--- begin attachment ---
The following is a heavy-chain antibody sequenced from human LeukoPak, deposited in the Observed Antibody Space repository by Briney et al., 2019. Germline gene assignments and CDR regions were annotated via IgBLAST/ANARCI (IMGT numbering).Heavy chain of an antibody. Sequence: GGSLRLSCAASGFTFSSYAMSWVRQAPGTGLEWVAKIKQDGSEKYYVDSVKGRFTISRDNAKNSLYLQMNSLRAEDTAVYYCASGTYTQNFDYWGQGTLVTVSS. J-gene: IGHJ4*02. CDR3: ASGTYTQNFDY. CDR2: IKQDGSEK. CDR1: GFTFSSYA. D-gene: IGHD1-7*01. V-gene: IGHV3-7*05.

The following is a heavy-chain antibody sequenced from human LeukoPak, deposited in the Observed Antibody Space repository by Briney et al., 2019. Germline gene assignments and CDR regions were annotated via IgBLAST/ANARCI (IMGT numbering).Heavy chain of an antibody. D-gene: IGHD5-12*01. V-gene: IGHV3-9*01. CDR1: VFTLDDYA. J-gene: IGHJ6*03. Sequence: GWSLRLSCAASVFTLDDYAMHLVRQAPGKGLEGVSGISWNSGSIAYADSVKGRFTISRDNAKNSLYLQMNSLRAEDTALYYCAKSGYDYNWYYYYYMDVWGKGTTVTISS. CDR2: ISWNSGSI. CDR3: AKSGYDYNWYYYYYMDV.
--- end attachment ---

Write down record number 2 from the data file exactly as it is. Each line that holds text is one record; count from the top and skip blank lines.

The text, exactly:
The following is a heavy-chain antibody sequenced from human LeukoPak, deposited in the Observed Antibody Space repository by Briney et al., 2019. Germline gene assignments and CDR regions were annotated via IgBLAST/ANARCI (IMGT numbering).Heavy chain of an antibody. D-gene: IGHD5-12*01. V-gene: IGHV3-9*01. CDR1: VFTLDDYA. J-gene: IGHJ6*03. Sequence: GWSLRLSCAASVFTLDDYAMHLVRQAPGKGLEGVSGISWNSGSIAYADSVKGRFTISRDNAKNSLYLQMNSLRAEDTALYYCAKSGYDYNWYYYYYMDVWGKGTTVTISS. CDR2: ISWNSGSI. CDR3: AKSGYDYNWYYYYYMDV.